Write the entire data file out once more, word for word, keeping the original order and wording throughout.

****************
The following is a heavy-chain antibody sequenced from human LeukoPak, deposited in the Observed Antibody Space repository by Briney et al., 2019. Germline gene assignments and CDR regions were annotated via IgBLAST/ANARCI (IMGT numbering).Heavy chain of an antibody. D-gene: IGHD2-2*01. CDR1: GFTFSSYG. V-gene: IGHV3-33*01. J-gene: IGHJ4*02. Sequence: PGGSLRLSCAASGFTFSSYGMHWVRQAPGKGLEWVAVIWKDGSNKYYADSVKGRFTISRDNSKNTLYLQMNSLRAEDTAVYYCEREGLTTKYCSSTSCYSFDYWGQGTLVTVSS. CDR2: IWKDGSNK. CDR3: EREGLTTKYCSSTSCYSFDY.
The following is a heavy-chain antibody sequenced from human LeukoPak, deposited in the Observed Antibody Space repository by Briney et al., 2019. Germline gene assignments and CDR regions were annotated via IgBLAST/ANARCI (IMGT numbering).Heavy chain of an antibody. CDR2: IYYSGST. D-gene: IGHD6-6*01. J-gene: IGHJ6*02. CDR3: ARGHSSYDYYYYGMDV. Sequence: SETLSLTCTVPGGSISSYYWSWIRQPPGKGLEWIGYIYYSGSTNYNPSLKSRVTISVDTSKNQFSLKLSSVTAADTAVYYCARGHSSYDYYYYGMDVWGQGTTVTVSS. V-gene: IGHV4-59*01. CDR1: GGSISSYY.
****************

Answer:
The following is a heavy-chain antibody sequenced from human LeukoPak, deposited in the Observed Antibody Space repository by Briney et al., 2019. Germline gene assignments and CDR regions were annotated via IgBLAST/ANARCI (IMGT numbering).Heavy chain of an antibody. D-gene: IGHD2-2*01. CDR1: GFTFSSYG. V-gene: IGHV3-33*01. J-gene: IGHJ4*02. Sequence: PGGSLRLSCAASGFTFSSYGMHWVRQAPGKGLEWVAVIWKDGSNKYYADSVKGRFTISRDNSKNTLYLQMNSLRAEDTAVYYCEREGLTTKYCSSTSCYSFDYWGQGTLVTVSS. CDR2: IWKDGSNK. CDR3: EREGLTTKYCSSTSCYSFDY.
The following is a heavy-chain antibody sequenced from human LeukoPak, deposited in the Observed Antibody Space repository by Briney et al., 2019. Germline gene assignments and CDR regions were annotated via IgBLAST/ANARCI (IMGT numbering).Heavy chain of an antibody. CDR2: IYYSGST. D-gene: IGHD6-6*01. J-gene: IGHJ6*02. CDR3: ARGHSSYDYYYYGMDV. Sequence: SETLSLTCTVPGGSISSYYWSWIRQPPGKGLEWIGYIYYSGSTNYNPSLKSRVTISVDTSKNQFSLKLSSVTAADTAVYYCARGHSSYDYYYYGMDVWGQGTTVTVSS. V-gene: IGHV4-59*01. CDR1: GGSISSYY.